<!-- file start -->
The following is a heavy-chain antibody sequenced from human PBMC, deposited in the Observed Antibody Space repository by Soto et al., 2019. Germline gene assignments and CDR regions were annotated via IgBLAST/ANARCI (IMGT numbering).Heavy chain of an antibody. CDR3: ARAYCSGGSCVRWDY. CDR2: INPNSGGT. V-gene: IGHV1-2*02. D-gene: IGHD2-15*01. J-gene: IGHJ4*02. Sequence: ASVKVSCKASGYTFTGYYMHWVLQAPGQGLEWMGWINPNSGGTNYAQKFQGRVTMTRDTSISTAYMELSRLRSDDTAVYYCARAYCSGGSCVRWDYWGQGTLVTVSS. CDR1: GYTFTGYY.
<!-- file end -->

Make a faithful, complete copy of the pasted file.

The following is a heavy-chain antibody sequenced from human PBMC, deposited in the Observed Antibody Space repository by Soto et al., 2019. Germline gene assignments and CDR regions were annotated via IgBLAST/ANARCI (IMGT numbering).Heavy chain of an antibody. CDR3: ARAYCSGGSCVRWDY. CDR2: INPNSGGT. V-gene: IGHV1-2*02. D-gene: IGHD2-15*01. J-gene: IGHJ4*02. Sequence: ASVKVSCKASGYTFTGYYMHWVLQAPGQGLEWMGWINPNSGGTNYAQKFQGRVTMTRDTSISTAYMELSRLRSDDTAVYYCARAYCSGGSCVRWDYWGQGTLVTVSS. CDR1: GYTFTGYY.